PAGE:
Some years ago (at least three, but probably more) the Disney behemoth began advertising its Hawaiian resort Aulani with this utterly enchanting version of “A Whole New World” from Aladdin. Even in the little bit they played in the commercial, I was in love with it.
I’ll be the first one to admit I don’t know much about Yuna, the singer who created this song (anyone who does can click here). But she gives me the general impression of being quite charming. I also believe she is a Muslim, which means she is persona non grata in Trump’s worldview; all Muslims are terrorists to him. Even the one’s who sing songs as wholesomely American as Disney songs. Of course, this particular Disney movie is now suspect in Trump’s vision of the world. It is, after all, set in an Arab country and features brown people as characters.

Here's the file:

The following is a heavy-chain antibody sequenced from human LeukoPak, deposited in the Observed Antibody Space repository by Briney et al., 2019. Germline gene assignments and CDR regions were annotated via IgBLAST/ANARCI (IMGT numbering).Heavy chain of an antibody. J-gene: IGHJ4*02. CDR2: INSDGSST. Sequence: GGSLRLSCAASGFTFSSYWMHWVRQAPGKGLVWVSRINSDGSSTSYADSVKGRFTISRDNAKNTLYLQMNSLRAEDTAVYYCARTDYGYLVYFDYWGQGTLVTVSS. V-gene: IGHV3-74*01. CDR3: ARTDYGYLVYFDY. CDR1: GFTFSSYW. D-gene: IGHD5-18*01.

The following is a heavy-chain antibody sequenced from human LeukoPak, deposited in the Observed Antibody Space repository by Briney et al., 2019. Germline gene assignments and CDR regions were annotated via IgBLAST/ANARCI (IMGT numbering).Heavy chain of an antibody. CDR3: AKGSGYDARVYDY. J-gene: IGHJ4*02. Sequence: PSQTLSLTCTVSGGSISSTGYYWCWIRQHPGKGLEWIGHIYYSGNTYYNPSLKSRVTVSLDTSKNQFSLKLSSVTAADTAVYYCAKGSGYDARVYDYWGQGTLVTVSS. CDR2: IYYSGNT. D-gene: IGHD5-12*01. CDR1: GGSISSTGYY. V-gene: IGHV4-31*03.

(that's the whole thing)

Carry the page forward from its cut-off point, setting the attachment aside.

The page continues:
I didn’t mean to make this one political at all. The song is just an innocent romp meant to further the Disney-fied romance between Aladdin and Princess Jasmine. And this cover is, as I stated earlier, utterly enchanting. I just wanted to share it with you. And to remind you that not all Muslims are out to get Westerners. Some of them just want to create music.
Not that long ago, I posted the theme from The Mary Tyler Moore Show as interpreted by Minneapolis Punk band Husker Du. Now I’m posting it because Mary Tyler Moore has left this plane of existence. (I hate saying “died.” Yes, her physical body has died, but her spirit and energy will always be a part of the Universe.)
I like this clip because it includes just a bit from the final episode. You can here the rest of the WJM gang singing “It’s a Long Way to Tipperary” as Mary takes one last loving look at the newsroom before turning out the lights and closing the door. It was a great good-bye then, and it’s a great one now. So long, Mary. I’ll be sure to laugh as hard for you as your TV namesake did for Chuckles the Clown. (And please, jukebox listeners, for your own sakes track down the episode “Chuckles Bites the Dust” if you haven’t seen it. You will never be sorry.)